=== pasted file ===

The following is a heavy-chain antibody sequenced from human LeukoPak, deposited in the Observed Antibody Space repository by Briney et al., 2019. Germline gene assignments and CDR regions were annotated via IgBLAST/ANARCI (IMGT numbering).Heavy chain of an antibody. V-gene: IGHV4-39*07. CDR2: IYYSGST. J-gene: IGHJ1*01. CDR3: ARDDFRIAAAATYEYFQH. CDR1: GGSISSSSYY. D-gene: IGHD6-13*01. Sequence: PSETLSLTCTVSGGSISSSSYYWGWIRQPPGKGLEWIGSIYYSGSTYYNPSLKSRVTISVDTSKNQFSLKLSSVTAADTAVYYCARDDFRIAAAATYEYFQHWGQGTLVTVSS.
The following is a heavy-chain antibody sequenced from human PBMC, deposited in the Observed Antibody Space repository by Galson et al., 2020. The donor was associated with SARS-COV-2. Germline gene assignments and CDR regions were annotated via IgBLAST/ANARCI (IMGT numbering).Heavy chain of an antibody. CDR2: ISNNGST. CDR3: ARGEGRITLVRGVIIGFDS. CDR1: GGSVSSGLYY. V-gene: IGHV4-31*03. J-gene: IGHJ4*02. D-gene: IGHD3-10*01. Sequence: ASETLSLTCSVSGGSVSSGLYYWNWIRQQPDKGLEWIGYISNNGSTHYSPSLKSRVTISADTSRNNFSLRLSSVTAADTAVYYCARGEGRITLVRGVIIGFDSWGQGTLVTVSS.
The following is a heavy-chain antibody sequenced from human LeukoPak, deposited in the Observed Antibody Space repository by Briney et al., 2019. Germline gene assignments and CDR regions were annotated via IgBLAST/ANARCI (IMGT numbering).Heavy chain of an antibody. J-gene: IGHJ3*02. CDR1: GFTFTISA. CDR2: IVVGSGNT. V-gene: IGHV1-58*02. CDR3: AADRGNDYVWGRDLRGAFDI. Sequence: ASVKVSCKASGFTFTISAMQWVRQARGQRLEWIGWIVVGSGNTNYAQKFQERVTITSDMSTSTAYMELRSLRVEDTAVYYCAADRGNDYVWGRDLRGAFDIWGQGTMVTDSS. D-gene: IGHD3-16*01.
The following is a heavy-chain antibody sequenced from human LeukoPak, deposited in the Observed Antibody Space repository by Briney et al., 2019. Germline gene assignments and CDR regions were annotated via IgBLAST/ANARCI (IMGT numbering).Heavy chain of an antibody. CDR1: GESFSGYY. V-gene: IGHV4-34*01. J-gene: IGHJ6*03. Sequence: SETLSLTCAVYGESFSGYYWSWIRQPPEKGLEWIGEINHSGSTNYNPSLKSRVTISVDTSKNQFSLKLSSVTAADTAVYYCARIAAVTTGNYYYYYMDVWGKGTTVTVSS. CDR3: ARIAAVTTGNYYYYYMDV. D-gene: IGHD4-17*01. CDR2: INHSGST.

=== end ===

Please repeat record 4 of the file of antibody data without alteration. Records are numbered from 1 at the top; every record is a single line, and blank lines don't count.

The following is a heavy-chain antibody sequenced from human LeukoPak, deposited in the Observed Antibody Space repository by Briney et al., 2019. Germline gene assignments and CDR regions were annotated via IgBLAST/ANARCI (IMGT numbering).Heavy chain of an antibody. CDR1: GESFSGYY. V-gene: IGHV4-34*01. J-gene: IGHJ6*03. Sequence: SETLSLTCAVYGESFSGYYWSWIRQPPEKGLEWIGEINHSGSTNYNPSLKSRVTISVDTSKNQFSLKLSSVTAADTAVYYCARIAAVTTGNYYYYYMDVWGKGTTVTVSS. CDR3: ARIAAVTTGNYYYYYMDV. D-gene: IGHD4-17*01. CDR2: INHSGST.